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  1. #1
    Anonymous Guest

    Default I know its right, but can' explain it!

    Hi and good evening from Germany.
    I am English living in Germany and give extra tuition to German kiddies in English.One of the lads asked me a question yesterday which I was unable to answer, even though I know that what he had read was correct!
    He was reading an article on American cars in past perfect form (passive).
    He noted that a lot of the text referred to "had been built", had been invented etc. He asked why, in another part of the text does it say "had become" and not "had been become" as in the rest of the text! I knew straight away that you just don't say that, but do you think I could think of an easy explanation for him! Please can someone help me to help him! I would be so grateful.

  2. #2
    Susie Smith Guest

    Default Re: I know its right, but can' explain it!

    Quote Originally Posted by Lee
    Hi and good evening from Germany.
    I am English living in Germany and give extra tuition to German kiddies in English.One of the lads asked me a question yesterday which I was unable to answer, even though I know that what he had read was correct!
    He was reading an article on American cars in past perfect form (passive).
    He noted that a lot of the text referred to "had been built", had been invented etc. He asked why, in another part of the text does it say "had become" and not "had been become" as in the rest of the text! I knew straight away that you just don't say that, but do you think I could think of an easy explanation for him! Please can someone help me to help him! I would be so grateful.
    Hi, Lee! The explanation is simple. Only transitive verbs (verbs that can be followed by an object) are used in the passive. It is not possible to use intransitive verbs (such as happen, sleep, come, seem, become) in the passive. :)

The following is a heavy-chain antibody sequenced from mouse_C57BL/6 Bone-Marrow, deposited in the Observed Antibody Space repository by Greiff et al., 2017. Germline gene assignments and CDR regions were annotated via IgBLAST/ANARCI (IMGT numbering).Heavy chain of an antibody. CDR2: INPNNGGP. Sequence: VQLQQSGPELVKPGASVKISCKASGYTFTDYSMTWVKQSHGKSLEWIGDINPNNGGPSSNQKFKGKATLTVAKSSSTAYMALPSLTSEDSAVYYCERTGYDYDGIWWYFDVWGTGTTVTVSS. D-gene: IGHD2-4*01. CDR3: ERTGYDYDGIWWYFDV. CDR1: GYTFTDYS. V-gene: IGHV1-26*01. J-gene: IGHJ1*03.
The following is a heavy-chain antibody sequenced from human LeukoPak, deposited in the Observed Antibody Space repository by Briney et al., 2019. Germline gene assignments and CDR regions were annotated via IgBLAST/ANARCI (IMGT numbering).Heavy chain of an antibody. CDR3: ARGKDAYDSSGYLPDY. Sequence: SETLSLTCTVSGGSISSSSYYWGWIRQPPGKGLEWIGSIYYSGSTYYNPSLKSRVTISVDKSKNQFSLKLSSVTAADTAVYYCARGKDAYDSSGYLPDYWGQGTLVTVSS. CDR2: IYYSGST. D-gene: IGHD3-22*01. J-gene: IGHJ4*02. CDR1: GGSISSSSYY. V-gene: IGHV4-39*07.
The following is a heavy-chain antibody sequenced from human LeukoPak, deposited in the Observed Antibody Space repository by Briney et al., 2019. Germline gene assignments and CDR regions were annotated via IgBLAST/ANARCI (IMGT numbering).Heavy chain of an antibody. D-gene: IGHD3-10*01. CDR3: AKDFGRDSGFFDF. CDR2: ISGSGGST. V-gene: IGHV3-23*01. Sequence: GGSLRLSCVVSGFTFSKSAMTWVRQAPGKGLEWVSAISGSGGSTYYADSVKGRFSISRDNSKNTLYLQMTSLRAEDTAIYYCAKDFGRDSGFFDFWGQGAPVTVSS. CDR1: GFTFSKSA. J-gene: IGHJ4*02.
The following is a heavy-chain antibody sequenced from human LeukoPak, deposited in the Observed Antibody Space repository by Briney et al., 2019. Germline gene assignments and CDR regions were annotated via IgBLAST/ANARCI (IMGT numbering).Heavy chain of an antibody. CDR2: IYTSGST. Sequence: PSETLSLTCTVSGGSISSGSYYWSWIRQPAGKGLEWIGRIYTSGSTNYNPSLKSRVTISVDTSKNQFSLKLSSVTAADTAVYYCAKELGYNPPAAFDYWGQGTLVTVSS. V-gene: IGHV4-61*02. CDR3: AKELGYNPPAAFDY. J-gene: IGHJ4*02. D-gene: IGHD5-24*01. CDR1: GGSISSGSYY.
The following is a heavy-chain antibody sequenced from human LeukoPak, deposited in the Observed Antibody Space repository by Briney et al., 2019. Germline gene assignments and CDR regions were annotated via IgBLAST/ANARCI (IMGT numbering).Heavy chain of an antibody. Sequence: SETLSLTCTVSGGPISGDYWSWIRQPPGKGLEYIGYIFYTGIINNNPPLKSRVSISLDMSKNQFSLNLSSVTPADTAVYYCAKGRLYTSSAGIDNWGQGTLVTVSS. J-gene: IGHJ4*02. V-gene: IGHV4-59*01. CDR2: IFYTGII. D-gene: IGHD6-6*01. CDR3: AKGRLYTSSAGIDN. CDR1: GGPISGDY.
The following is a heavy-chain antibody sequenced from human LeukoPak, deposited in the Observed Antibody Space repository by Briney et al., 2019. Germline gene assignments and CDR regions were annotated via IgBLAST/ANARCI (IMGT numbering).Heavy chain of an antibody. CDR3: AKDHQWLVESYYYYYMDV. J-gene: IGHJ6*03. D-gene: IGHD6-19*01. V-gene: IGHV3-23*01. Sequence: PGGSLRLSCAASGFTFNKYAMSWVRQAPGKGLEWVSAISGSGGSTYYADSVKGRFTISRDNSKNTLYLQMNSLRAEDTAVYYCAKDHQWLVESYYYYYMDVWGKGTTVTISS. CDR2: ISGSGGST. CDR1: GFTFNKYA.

3. #3
    MikeNewYork's Avatar
    MikeNewYork is offline VIP Member
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    Default Re: I know its right, but can' explain it!

    Quote Originally Posted by Susie Smith
    Quote Originally Posted by Lee
    Hi and good evening from Germany.
    I am English living in Germany and give extra tuition to German kiddies in English.One of the lads asked me a question yesterday which I was unable to answer, even though I know that what he had read was correct!
    He was reading an article on American cars in past perfect form (passive).
    He noted that a lot of the text referred to "had been built", had been invented etc. He asked why, in another part of the text does it say "had become" and not "had been become" as in the rest of the text! I knew straight away that you just don't say that, but do you think I could think of an easy explanation for him! Please can someone help me to help him! I would be so grateful.
    Hi, Lee! The explanation is simple. Only transitive verbs (verbs that can be followed by an object) are used in the passive. It is not possible to use intransitive verbs (such as happen, sleep, come, seem, become) in the passive. :)
    Very good, Susie. :wink:

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